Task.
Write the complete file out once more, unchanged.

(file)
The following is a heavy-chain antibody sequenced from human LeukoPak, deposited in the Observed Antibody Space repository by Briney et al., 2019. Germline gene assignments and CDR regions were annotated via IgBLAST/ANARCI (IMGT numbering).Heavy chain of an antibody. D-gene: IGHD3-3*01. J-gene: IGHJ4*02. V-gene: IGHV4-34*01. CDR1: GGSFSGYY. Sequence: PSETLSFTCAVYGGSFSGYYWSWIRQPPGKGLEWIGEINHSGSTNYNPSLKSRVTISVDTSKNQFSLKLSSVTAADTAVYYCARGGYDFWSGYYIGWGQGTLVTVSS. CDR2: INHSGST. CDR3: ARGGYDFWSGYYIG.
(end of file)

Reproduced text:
The following is a heavy-chain antibody sequenced from human LeukoPak, deposited in the Observed Antibody Space repository by Briney et al., 2019. Germline gene assignments and CDR regions were annotated via IgBLAST/ANARCI (IMGT numbering).Heavy chain of an antibody. D-gene: IGHD3-3*01. J-gene: IGHJ4*02. V-gene: IGHV4-34*01. CDR1: GGSFSGYY. Sequence: PSETLSFTCAVYGGSFSGYYWSWIRQPPGKGLEWIGEINHSGSTNYNPSLKSRVTISVDTSKNQFSLKLSSVTAADTAVYYCARGGYDFWSGYYIGWGQGTLVTVSS. CDR2: INHSGST. CDR3: ARGGYDFWSGYYIG.